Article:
Friday, October 31, 2008

Let's Learn German Together - Lesson 5 (Grammar)


Ok. Time for some grammar.
This is in response to a comment here.

We will only focus on verb forms in present tense only.

First the easy past. Notice how the verb changes.

gehen = to go (called the infinitive form)
--------------

ich gehe --------- I go (it took me a while to realise that there is no present continuous tense in German language. "I am going" is same as "I go"

du gehst --------- you go
sie/er/es geht ---- she/he/it goes
Sie gehen -------- you go (formal you)
wir gehen -------- we go
ihr geht ----------- you (plural, informal) go
sie gehen ---------- they go

Ok! now for confusion points. You (formal), she, they are "Sie", "sie" and "sie" in German. In other words, identical in spelling and pronounciation. Note that for "you" (formal), "Sie" is written with a capital "C".

She (=sie) is easy to make out as the verb has a different form. However, the formal you (=Sie) and they (=sie) take the same verbs. The only way you can make out the difference is by context. I have also commented on this in Lesson 0.

Let's now go to some other verbs. Another example of a verb that is similar to "gehen" (see above).

trinken = to drink
-----------------
ich trinke --------- I drink
du trinkst --------- you drink
sie/er/es trinkt ---- she/he/it drinks
Sie trinken -------- you drink (formal)
wir trinken -------- we drink
ihr trinkt ----------- you (plural, informal) drink
sie trinken ---------- they drink

Prost! (Cheers)

Now for some irregular verbs. These are irregular because they do not take the normal form. These have to be learnt as we go.

essen = to eat
---------------
ich esse --------------- I eat
du isst --------------- you eat
sie/er/es isst ---------- she/he/it eat
Sie essen ------------- you eat (formal)
wir essen ------------- we eat
ihr esst ---------------you (plural, informal) eat
sie essen -------------- they eat

Here are the two most used verb: sein (to be) and haben (to have). Unfortunately "sein" is highly irregular. Fortunately, its English equivalent "to be" is also irregular. Does that make things easy?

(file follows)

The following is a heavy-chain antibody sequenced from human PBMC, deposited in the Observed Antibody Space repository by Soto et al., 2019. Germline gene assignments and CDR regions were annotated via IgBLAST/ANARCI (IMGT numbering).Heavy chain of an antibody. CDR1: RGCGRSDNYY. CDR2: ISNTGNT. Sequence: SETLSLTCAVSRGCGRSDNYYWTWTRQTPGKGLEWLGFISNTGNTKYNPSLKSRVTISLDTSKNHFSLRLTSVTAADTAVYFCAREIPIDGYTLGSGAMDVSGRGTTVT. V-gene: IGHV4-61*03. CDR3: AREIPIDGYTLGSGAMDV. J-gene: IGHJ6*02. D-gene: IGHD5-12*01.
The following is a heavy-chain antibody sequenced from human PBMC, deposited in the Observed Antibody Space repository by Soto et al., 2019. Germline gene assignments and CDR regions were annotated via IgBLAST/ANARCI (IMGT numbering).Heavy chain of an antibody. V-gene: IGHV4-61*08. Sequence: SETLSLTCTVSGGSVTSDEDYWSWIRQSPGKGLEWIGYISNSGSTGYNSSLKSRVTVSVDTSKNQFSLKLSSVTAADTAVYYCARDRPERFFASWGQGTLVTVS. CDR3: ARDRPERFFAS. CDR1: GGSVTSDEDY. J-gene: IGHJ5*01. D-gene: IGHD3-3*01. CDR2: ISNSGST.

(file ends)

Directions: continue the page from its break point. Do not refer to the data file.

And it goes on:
Here we go.

sein = to be
-----------
ich bin ---------------- I am
du bist --------------- you are
sie/er/es ist ---------- she/he/it is
Sie sind -------------- you are (formal)
wir sind -------------- we are
ihr seid -------------- you (plural, informal) are
sie sind -------------- they are

haben = to have
---------------
ich habe ---------------- I have
du hast ----------------- you have
sie/er/es hat ---------- she/he/it has
Sie haben -------------- you have (formal)
wir haben -------------- we have
ihr habt -------------- you (plural, informal) have
sie haben -------------- they have

Now, to address Madhu's problem.

When there is an auxiliary verb in the sentence, like möchten, the main verb goes to the end, and takes the infinitive form.

So:
Ich gehe dort - I go there
but:
Ich möchte dort gehen - I would like to go there.

Pronounciation key:

gehen -- gay-hen
gehst -- gay-st
geht -- gay-t
trinken/trinkst/trinkt -- pronounced exactly the way it is written
prost - pr-o-st
esse -- essay
isst -- east
essen -- aye-ssen
bin -- bin
bist -- bisst
ist - isst
sind - zint
seid - zye-t
habe -- haa-bay
hast - haast
hat - hut
haben - haa-ben
habt - haa-bt

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1 comment:

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